5.3. Oxidative DNA Damage Involvement in Cancer Development

The imbalance between ROS production and antioxidant mechanisms leads to oxidative stress appearance. Oxidative stress is one of the factors involved in genomic instability, inflammation, and cancer, due to the action on proteins, lipids, and nucleic acids. Oxidative DNA damage is one of the amplifying factors of the DNA-repair machinery burden [96].

ROS are resulted from oxidative metabolism and are responsible for the defects in the DNA repair mechanism. 8-hydroxy-2-deoxyguanosine is a product of DNA oxidation, which is responsible for the mutations in the DNA and for the development and progression of carcinogenesis [97].

ROS involvement in DNA damage is proven through nucleoside base oxidation and by forming different compounds, such as 8-oxo guanine. Enormous ROS production causes oxidative stress and destructive effects on the mitochondria, such as membrane integrity or membrane potential damage. Under ROS influence, DNA oxidation leads to 8-hydroxy-2-deoxyguanosine formation, which is responsible for the occurrence of DNA mutations and chronic diseases. Due to its low redox characteristics, the base guanine (G) is exposed to oxidation and results oxidized G products, which produce DNA lesions. One of the lesions is represented by 7,8-dihydro-8-oxo-2-deoxy-guanine (8-oxo-G), which is a biomarker of oxidative stress and different human diseases such as cancer. 8-oxo-G is able to mimic a thymine (T) in syn conformation and to form a stable promutagenic A (anti) : 8-oxo-G (syn) mispair [98]. During the cellular S phase, the replicative DNA polymerases insert an incorrect base, due to the stability of A : 8-oxo-G. If the proofreading activity does not correct the mispair, one of the daughter cells resulted from DNA replication will present a DNA template with a C (cytosine) : G → A (adenine) : T transversion mutation [99].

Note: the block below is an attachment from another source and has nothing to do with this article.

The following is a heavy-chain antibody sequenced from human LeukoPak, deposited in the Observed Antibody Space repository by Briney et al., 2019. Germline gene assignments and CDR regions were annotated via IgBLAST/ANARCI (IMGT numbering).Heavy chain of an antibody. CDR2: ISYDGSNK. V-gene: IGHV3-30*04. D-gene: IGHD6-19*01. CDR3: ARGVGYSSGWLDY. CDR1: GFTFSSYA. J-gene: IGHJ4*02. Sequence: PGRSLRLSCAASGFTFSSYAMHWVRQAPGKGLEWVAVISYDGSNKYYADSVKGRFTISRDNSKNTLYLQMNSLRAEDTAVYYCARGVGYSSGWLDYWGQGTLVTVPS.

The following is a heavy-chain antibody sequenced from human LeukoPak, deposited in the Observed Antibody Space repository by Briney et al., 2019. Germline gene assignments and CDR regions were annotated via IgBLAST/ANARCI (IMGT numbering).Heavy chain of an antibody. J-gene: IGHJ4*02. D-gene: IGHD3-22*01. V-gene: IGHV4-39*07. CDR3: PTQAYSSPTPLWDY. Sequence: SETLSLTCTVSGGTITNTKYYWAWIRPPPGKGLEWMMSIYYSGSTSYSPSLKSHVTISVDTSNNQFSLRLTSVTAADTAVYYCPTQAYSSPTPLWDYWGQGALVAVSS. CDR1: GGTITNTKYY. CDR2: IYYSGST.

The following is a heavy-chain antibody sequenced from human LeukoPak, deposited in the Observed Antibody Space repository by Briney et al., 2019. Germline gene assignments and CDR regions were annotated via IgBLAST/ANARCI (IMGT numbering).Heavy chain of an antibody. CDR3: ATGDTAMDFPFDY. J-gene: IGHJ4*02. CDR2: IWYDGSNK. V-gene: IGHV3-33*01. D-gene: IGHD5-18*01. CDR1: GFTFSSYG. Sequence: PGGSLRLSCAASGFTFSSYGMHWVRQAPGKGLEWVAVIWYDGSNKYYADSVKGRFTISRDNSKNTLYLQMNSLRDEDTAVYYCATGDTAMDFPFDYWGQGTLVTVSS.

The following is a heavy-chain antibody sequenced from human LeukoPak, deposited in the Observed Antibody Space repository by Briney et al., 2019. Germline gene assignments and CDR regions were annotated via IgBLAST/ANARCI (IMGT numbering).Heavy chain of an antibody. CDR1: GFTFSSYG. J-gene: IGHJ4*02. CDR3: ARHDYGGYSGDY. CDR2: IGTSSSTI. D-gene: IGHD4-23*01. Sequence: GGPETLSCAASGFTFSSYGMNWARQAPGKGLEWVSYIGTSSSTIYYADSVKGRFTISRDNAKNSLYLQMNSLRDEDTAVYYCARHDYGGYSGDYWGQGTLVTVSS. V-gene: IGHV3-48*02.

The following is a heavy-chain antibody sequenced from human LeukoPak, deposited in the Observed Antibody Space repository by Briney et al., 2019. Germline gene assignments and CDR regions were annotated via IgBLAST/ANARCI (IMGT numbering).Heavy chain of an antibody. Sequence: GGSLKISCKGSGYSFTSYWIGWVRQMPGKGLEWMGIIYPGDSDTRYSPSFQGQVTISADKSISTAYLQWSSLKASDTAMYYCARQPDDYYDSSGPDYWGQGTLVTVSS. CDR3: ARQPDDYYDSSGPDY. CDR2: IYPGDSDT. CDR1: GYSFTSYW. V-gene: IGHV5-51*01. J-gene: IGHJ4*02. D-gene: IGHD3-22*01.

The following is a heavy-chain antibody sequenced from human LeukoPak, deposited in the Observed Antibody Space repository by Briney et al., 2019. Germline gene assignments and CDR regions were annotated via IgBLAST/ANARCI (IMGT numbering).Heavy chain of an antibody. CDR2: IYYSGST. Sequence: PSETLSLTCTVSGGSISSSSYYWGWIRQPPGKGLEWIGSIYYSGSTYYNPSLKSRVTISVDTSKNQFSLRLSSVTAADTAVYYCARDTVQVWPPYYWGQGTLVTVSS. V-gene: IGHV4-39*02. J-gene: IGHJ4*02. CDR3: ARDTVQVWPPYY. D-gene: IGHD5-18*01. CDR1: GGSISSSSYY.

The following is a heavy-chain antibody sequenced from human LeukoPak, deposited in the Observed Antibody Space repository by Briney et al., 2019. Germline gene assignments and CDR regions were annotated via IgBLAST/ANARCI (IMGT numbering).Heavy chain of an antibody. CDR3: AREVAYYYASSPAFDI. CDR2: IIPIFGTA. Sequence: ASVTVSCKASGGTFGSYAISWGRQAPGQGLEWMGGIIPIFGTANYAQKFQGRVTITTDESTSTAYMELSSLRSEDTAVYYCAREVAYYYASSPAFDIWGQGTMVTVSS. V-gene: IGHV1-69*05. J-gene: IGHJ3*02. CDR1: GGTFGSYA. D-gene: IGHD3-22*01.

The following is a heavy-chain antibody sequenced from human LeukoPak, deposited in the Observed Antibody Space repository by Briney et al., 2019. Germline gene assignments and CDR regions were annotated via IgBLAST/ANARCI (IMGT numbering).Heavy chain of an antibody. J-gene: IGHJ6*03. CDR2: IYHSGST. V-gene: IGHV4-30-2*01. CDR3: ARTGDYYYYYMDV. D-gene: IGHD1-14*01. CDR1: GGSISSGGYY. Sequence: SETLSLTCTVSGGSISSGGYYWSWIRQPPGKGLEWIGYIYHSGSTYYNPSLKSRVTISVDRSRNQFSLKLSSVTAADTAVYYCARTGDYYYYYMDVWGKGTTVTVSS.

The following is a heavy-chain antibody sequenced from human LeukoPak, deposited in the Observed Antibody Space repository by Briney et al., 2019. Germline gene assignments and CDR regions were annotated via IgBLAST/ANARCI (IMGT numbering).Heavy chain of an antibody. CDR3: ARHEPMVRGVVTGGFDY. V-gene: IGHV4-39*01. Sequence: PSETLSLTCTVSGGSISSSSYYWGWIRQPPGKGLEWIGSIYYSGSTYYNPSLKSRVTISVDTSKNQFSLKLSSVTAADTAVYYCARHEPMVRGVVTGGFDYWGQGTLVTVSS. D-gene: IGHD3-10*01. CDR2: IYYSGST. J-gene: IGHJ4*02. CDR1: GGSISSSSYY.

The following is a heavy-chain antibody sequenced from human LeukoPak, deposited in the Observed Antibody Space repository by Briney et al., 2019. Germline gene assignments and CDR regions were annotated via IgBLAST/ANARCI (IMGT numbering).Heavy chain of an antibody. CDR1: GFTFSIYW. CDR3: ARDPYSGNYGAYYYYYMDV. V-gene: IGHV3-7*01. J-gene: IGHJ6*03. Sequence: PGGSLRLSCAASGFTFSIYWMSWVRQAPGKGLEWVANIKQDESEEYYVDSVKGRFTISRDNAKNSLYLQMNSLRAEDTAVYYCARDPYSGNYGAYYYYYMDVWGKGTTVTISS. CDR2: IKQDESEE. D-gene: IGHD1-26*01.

Salehi et al. studied the effects of oxidative DNA damage determined by ROS production and the effects of citrus pectin and apple pectin on human breast cancer cells MDA-MB-231, MCF-7, and T47D viability. Consequent to citrus pectin and apple pectin treatment, ROS production increased, mitochondrial transmembrane potential was affected, and cancer cells were arrested at the S and G1 or G2/M phases of the cell cycle. Some observations were that cancer cells treated with the proposed treatment produced oxidation and strand breaks in the DNA and that growth inhibition of cancer cells by citrus pectin and apple pectin treatment was concomitant with DNA damage [100].

Mertz et al. studied the incidence of mutations caused by POLD1-R689W and its involvement in tumor development and progression. An observation was that the preponderance of mutations induced by the POLD1-R689W was GC → TA transversions and GC → AT transitions. In this study, two colorectal adenocarcinoma cell lines DLD-1 and HCT-15 were employed, and it has been suggested that at their level, the expression of POLD1-R689W is completely mutagenic. The interesting results highlighted that 84% of base substitutions were GC → TA transversions or GC → AT transitions and that the C-deoxythymidine triphosphate (dTTP) is one of the mispairs that could lead to GC → TA transversions [101].

Pallem et al. studied the frequency of mutation in colon epithelial cells in the presence of phytate and observed the evolution of O6-methyl guanosine and 8-hydroxy deoxyguanosine adducts. The results revealed that phytate inhibited aberrant crypt focus development, but the control indicated GGT to GAT transition, GGT to GTT transversion at codon 12, and GGC to CGC transversion at codon 13 [102].

5.4. Therapeutic Approaches: Targeting Inflammasomes and Their Components Means Indirectly Targeting Cancer?